Do we have to be ‘Team Catherine’ or ‘Team Anne’ when it comes to Henry VIII’s wives?

Henry VIII’s first two queens are often portrayed as opposing rivals: the scorned Catholic on one side and the reformist seductress on the other. But, argues Kate McCaffrey, the devotional books owned by both women suggest they may have shared more in common than the histories make out…

Side-by-side portraits of Henry VIII's first two wives, Anne Boleyn and Catherine of Aragon.

Catherine of Aragon and Anne Boleyn are two of 16th-century England’s most recognisable names: the first two of Henry VIII’s six wives. For centuries, they have been pitted against one another, with historical narratives delighting in their famed rivalry and perpetuating their differences. They were adversaries in love, in power and in religion. Whilst they may have shared a husband, they shared little else.

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This traditional history, which has often painted Catherine of Aragon as the scorned Catholic wife and Anne Boleyn as the bewitching reformist seductress, has never been a fair portrayal of either queen. It is a reductive tale that succeeds by tapping into the outdated social dynamic of praising one woman only to the direct detriment of another.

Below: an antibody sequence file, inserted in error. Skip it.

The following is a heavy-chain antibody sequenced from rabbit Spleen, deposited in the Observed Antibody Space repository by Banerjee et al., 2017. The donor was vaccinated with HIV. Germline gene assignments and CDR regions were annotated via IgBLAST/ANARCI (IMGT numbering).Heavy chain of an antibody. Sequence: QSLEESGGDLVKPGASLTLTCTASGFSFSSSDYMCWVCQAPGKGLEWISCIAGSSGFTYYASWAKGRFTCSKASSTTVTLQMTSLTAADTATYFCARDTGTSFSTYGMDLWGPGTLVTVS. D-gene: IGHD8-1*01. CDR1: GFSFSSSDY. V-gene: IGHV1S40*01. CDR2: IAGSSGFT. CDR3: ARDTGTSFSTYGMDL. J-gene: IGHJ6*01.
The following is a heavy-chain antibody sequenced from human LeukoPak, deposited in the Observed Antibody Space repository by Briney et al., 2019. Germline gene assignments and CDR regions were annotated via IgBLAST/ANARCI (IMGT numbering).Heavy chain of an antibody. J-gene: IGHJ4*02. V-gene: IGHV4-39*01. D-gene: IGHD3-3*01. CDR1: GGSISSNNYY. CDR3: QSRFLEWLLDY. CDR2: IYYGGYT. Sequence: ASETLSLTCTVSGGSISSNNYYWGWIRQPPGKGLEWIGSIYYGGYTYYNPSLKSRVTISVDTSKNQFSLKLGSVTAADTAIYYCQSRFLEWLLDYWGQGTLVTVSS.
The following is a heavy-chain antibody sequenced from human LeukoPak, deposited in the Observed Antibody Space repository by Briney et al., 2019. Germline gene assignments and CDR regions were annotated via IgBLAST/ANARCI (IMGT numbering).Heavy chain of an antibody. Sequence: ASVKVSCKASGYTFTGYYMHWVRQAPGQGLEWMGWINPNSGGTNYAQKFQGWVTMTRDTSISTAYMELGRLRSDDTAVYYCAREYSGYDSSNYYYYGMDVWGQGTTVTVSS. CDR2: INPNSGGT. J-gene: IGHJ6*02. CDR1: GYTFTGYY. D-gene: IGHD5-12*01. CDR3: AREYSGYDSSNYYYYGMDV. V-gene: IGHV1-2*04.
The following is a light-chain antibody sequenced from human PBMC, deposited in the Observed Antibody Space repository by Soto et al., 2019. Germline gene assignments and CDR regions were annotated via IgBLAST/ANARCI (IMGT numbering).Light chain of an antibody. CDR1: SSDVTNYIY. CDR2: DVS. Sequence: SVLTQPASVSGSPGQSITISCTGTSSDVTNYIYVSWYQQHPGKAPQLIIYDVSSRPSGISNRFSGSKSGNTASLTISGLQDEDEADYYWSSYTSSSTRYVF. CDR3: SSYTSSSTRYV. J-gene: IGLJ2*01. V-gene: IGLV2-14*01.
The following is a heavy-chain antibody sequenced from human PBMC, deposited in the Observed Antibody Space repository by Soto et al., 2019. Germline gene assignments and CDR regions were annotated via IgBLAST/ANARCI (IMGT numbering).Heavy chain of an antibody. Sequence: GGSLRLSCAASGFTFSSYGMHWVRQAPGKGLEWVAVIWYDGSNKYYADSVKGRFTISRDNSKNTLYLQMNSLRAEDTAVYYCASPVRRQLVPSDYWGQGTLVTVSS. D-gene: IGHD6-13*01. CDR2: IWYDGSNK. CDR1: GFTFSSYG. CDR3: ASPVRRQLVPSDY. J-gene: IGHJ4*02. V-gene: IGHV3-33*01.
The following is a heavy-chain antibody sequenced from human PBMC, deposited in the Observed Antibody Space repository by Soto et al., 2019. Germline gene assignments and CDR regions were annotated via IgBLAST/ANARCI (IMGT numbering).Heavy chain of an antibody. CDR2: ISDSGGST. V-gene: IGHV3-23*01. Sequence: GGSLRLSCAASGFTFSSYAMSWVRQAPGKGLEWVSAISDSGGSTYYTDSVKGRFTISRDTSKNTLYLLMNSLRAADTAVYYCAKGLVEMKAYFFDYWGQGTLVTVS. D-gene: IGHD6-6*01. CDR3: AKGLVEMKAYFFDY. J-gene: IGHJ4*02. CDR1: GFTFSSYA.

There has been a confused rush to declare oneself as either ‘Team Catherine’ or ‘Team Anne’, which has only ever increased the division between them. Of course, the two queens had many crucial differences, but a closer look might remind us that they also shared a lot in common.

Sharing in their devotion

A newly uncovered connection between Catherine and Anne might just be the necessary spark for us to remember what united, as well as divided, these remarkable women. The link in question was found amidst recent research into a humble, printed ‘Book of Hours’ once owned, and written in, by Anne.

Books of Hours, perhaps most succinctly described as scriptural prayer books, are generally acknowledged as the first popular books of the medieval era. Written primarily in Latin, they contained prayer cycles and psalms from the eight canonical hours (hence the name) that governed everyday life.

These beautifully illuminated devotional books were meant to be used frequently – in fact, some wealthy people owned more than one copy. The fashion of having a Book of Hours rose even more after the advent of print and their increased accessibility. Even when printed, they were often highly decorated and customised with the addition of certain prayers and illuminations. It was also common for owners to write on the pages themselves, inscribing them with passages, dates and names of personal significance.